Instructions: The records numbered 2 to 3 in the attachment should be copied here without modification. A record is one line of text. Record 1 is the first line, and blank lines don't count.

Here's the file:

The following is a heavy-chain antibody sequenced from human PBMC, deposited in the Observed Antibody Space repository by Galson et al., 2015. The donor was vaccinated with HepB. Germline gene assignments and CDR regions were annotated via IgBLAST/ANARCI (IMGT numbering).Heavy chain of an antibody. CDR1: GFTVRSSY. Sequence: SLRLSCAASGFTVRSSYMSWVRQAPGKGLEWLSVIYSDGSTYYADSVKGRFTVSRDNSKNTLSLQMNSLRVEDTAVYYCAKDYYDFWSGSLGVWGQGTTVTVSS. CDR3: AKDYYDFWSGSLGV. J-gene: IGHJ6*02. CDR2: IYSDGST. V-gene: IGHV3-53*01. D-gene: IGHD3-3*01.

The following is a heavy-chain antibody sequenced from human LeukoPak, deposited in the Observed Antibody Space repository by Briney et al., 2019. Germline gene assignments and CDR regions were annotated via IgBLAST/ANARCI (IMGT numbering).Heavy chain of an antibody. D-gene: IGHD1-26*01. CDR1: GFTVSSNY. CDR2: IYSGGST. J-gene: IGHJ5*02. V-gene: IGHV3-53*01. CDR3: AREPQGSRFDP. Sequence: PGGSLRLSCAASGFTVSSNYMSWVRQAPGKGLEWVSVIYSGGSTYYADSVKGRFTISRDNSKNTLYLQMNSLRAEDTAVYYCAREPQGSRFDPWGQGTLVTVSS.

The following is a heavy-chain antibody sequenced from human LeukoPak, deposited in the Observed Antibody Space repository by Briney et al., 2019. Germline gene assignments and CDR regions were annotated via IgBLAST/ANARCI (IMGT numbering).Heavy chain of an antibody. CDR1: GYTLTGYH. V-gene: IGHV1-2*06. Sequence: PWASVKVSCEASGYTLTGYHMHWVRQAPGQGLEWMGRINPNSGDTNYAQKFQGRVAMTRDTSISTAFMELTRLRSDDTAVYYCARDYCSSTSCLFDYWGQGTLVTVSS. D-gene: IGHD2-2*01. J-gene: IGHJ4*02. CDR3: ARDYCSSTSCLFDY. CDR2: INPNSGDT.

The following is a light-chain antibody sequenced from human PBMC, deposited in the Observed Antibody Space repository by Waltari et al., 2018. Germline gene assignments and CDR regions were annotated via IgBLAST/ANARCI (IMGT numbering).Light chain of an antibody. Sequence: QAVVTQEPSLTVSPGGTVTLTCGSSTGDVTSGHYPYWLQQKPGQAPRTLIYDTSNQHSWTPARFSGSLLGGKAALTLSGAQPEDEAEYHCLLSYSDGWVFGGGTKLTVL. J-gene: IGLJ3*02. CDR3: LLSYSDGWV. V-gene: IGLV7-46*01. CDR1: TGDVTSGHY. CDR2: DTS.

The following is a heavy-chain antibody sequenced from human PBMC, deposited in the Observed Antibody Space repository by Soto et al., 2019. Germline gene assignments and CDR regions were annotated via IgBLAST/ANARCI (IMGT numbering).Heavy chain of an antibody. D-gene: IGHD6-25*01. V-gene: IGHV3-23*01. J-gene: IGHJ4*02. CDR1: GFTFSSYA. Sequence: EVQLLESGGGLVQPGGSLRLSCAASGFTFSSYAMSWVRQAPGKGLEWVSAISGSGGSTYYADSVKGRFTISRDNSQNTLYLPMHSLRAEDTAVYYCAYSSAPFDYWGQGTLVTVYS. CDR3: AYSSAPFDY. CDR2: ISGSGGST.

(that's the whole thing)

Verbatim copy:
The following is a heavy-chain antibody sequenced from human LeukoPak, deposited in the Observed Antibody Space repository by Briney et al., 2019. Germline gene assignments and CDR regions were annotated via IgBLAST/ANARCI (IMGT numbering).Heavy chain of an antibody. D-gene: IGHD1-26*01. CDR1: GFTVSSNY. CDR2: IYSGGST. J-gene: IGHJ5*02. V-gene: IGHV3-53*01. CDR3: AREPQGSRFDP. Sequence: PGGSLRLSCAASGFTVSSNYMSWVRQAPGKGLEWVSVIYSGGSTYYADSVKGRFTISRDNSKNTLYLQMNSLRAEDTAVYYCAREPQGSRFDPWGQGTLVTVSS.

The following is a heavy-chain antibody sequenced from human LeukoPak, deposited in the Observed Antibody Space repository by Briney et al., 2019. Germline gene assignments and CDR regions were annotated via IgBLAST/ANARCI (IMGT numbering).Heavy chain of an antibody. CDR1: GYTLTGYH. V-gene: IGHV1-2*06. Sequence: PWASVKVSCEASGYTLTGYHMHWVRQAPGQGLEWMGRINPNSGDTNYAQKFQGRVAMTRDTSISTAFMELTRLRSDDTAVYYCARDYCSSTSCLFDYWGQGTLVTVSS. D-gene: IGHD2-2*01. J-gene: IGHJ4*02. CDR3: ARDYCSSTSCLFDY. CDR2: INPNSGDT.